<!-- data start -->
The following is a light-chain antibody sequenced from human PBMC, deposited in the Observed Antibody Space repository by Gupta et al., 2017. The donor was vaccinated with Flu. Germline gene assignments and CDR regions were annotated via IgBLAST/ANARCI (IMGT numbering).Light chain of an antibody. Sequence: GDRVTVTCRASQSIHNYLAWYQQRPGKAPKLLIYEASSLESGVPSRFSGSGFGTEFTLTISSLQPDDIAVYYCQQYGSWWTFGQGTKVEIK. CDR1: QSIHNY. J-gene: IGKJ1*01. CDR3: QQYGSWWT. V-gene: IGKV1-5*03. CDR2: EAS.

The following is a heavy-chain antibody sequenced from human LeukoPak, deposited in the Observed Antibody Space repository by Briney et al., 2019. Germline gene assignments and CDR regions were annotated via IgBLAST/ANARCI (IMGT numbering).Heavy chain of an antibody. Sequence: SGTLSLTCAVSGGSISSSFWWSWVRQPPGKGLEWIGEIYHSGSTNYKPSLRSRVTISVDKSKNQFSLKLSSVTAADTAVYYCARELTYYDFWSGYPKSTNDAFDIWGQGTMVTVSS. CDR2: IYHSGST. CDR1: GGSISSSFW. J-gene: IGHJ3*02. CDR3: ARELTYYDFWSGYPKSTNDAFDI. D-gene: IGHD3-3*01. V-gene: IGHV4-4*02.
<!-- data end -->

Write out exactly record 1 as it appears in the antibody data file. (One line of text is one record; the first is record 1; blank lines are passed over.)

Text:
The following is a light-chain antibody sequenced from human PBMC, deposited in the Observed Antibody Space repository by Gupta et al., 2017. The donor was vaccinated with Flu. Germline gene assignments and CDR regions were annotated via IgBLAST/ANARCI (IMGT numbering).Light chain of an antibody. Sequence: GDRVTVTCRASQSIHNYLAWYQQRPGKAPKLLIYEASSLESGVPSRFSGSGFGTEFTLTISSLQPDDIAVYYCQQYGSWWTFGQGTKVEIK. CDR1: QSIHNY. J-gene: IGKJ1*01. CDR3: QQYGSWWT. V-gene: IGKV1-5*03. CDR2: EAS.